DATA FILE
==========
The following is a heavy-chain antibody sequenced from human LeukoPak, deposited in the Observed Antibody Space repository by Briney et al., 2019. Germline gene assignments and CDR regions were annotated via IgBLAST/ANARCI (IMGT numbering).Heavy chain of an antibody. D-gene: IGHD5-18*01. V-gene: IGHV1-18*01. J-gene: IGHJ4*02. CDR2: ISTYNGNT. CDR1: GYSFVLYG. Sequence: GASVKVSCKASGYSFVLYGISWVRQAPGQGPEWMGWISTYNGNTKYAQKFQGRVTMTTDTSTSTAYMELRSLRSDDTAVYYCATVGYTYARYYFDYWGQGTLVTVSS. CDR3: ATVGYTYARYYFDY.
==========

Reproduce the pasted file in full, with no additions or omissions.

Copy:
The following is a heavy-chain antibody sequenced from human LeukoPak, deposited in the Observed Antibody Space repository by Briney et al., 2019. Germline gene assignments and CDR regions were annotated via IgBLAST/ANARCI (IMGT numbering).Heavy chain of an antibody. D-gene: IGHD5-18*01. V-gene: IGHV1-18*01. J-gene: IGHJ4*02. CDR2: ISTYNGNT. CDR1: GYSFVLYG. Sequence: GASVKVSCKASGYSFVLYGISWVRQAPGQGPEWMGWISTYNGNTKYAQKFQGRVTMTTDTSTSTAYMELRSLRSDDTAVYYCATVGYTYARYYFDYWGQGTLVTVSS. CDR3: ATVGYTYARYYFDY.